Ecclesiastes 2:24,

24. There is nothing better for a man, than that he should eat and drink, and that he should make his soul enjoy good in his labour. This also I saw, that it was from the hand of God.

Ecclesiastes 3:13,

13. …every man should eat and drink, and enjoy the good of all his labour, it is the gift of God.

It is the gift of God and a cause of rejoicing and personal enjoyment when a man has labored hard for his living and well-being. There isn’t an elderly, retired father alive, who, if his heart is right, doesn’t rejoice and smile when he sees his sons working hard and making their way in the world.

Boys need the example of a hard-working father. I know there are times, because of health or other circumstances, when working hard isn’t always possible, in the traditional sense.

But note the following:

Ecclesiastes 9:10,

10. Whatsoever thy hand findeth to do, do it with thy might; for there is no work, nor device, nor knowledge, nor wisdom, in the grave, whither thou goest.

You’ve only got one life to live. Maybe you are laid off, unemployed, or even injured, but if you can do anything (and do it safely), do it with your might. Let those people in your circle of influence see, that of the things that you are able to do (like pray, love, cherish, and etc.), you do them with relish, with zeal, with passion and compassion. Even the paralyzed man may be able to smile. Even the unemployed man, if he is fit, can shovel his neighbor’s sidewalk (and do a good job of it, too).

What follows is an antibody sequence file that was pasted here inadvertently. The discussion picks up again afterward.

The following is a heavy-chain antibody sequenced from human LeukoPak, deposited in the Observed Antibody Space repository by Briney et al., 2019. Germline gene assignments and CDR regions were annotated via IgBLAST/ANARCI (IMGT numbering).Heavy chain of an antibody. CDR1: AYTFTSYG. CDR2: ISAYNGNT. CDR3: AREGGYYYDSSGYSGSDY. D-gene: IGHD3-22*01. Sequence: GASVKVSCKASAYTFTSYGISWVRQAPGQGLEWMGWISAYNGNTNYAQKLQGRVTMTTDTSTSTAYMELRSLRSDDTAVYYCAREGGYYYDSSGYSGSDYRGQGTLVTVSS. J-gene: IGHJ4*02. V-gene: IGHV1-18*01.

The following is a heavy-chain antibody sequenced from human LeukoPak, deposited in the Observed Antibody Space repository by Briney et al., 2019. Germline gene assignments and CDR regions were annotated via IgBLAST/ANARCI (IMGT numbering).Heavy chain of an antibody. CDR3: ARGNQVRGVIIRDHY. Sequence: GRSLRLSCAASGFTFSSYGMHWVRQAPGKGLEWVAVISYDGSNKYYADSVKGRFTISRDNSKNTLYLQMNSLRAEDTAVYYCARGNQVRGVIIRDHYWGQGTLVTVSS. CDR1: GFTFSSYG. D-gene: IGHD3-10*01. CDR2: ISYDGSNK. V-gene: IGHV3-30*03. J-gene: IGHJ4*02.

(And by the way, Believer, if you are laid off or unemployed but otherwise fit, call up a local pastor and see what you can do to volunteer your time and energy. The Church always needs laborers.)

In ancient days, the following concepts were embraced and believed to be true:

Behold, happy is the man whom God correcteth: therefore despise not thou the chastening of the Almighty: For he maketh sore, and bindeth up: he woundeth, and his hands make whole. He shall deliver thee in six troubles: yea, in seven there shall no evil touch thee (Job 5:17-19).

If you read between the lines, the following facts emerge:

• God Himself is the real source of most suffering
• God Himself is the only real source of healing and restoration
• Deliverance from the Lord is possible, but troubles have to come first
• It’s possible to get to a place in the Lord where no evil touches us, but we have to go through a severe amount of difficulty before we get there.

I have often heard the knock made against “easy-believism”, i.e. the idea that somehow mere mental assent is all God requires of us in order to save us. Basically it’s a divorce of love and obedience from grace and faith.